In 2020 the European Union is implementing new carbon emission restrictions for cars. Most manufacturers are already preparing for them and modifying their offers by adding hybrid and electric models. These models will help the manufacturers to fulfil new limits imposed on by the European Union. “New EU restrictions will boost transport electrification,” says spokesman for Volvo Car Poland. Next month, this brand, which for several years now has been moving towards hybrid drives, is to present its first fully electric car.
“The Polish market of electric and hybrid cars still lags behind other EU countries. Only about 7 thousand electric cars have been registered in Poland for the past few years. There are tens of thousands of hybrids, but this number is no way near high. This, however, is going to change because the EU imposes onto car manufacturers new, very stringent norms of carbon dioxide emission and the only way to comply with them is to offer hybrid and electric cars,” Stanisław Dojs, Volvo Car Poland’s spokesman tells Newseria Biznes news agency.
Dojs stresses that in the Polish market, the purchase of an electric car, unless resulting from corporate fleet policies, is mainly an individual decision of a driver. However, till now there have been no special incentives such as tax reliefs, which could make such a purchase economically reasonable. They have just been introduced in the electromobility act. On the other hand, in Poland there are no extra tax charges related to carbon dioxide. For comparison, in Denmark, taxes on cars emitting high amounts of carbon dioxide reach even 270 per cent already at the moment of purchase, so buying an electric vehicle is much more economically reasonable.
“Poland is a very liberal market. However, this may change because electrification is a fact. Subsequent manufacturers introduce mild hybrids, which recover only some power when braking, and plug-in hybrids, which are capable of running 30-40 km in almost the same manner as electric cars. We are also seeing some market debuts of electric vehicles,” says Stanisław Dojs.
From 2020 the European Union introduces new carbon emission standards for cars – the limit will be 95 grams of carbon dioxide per kilometre. Manufacturers of slightly heavier, premium-class cars like Volvo, have only slightly higher limits (107 grams). Starting from 2025, the EU is planning to introduce another reduction by 15 per cent.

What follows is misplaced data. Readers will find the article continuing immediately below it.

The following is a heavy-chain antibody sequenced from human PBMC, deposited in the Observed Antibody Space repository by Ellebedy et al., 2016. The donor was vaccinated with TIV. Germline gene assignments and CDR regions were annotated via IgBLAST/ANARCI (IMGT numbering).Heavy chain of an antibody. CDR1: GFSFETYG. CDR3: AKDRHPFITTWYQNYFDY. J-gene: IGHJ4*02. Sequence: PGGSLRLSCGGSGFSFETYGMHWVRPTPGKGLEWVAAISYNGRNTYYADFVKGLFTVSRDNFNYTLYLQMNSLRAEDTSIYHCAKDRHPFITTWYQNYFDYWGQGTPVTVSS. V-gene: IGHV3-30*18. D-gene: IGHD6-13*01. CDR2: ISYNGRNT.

“There is only one way to comply with these limits – congestion engines must have lower capacity. They frequently must also be supported by electric engines,” adds Stanisław Dojs.
Volvo Car Poland spokesman points out that now most manufacturers are preparing for the EU carbon emission standards and modify their model ranges by adding hybrid and electric cars. They are to help them stay in the market and fulfil the requirements imposed on by the European Union.
“Another contribution will come also from companies, particularly international ones, operating in Poland, which include carbon dioxide limits in their car fleet policies. This is significant as the segment of more expensive cars depends on the business sector as there are very few individual clients who buy cars for non-business purposes,” explains Dojs.
In addition to environmental benefits and fuel savings, clients are more and more often starting to recognize other benefits of traveling by hybrid and electric cars.
“Such cars almost noiselessly move around parking lots. They also encourage slower driving. When you want to accelerate in a plug-in hybrid, you just softly press the gas pedal and the car just floats; it is quiet and calm inside. If the situation on the road requires rapid acceleration, you may use both the electric and congestion engines at the same time. Then, the car will leave behind most congestion engine models, as electrification offers amazingly numerous benefits in everyday use, which we learn to appreciate only when we start driving such a car,” says Stanisław Dojs.
Volvo has had plug-in hybrid models in its offer since 2012, while for a few years now this manufacturer has been gradually withdrawing engines of over 2 litres in capacity and diesel engines. From this year on, all the new models of the Volvo brand will be hybrid, while next month a fully electric Volvo model will have its premiere.
The brand’s long-term strategy provides for gradual conversion to hybrid drives, and later on – to electric ones. Last year in Poland, Volvo sold 168 plug-in hybrid vehicles, which are the most technically advanced and most expensive cars in the brand’s portfolio. For comparison, last year the company sold 100 such vehicles.
“We are all aware that we live on the same planet, we breathe the same air and that climate change results directly from human activity. Even the smallest things, from waste sorting, through saving electricity or using electric or hybrid cars, are something we may do for our planet. In Poland environmental awareness is constantly growing and it is a widely discussed topic. The choice of a car more and more often involves a decision to care for the environment,” says Kamil Sokołowski, in charge of Volvo Car Poland’s PR activities and central events.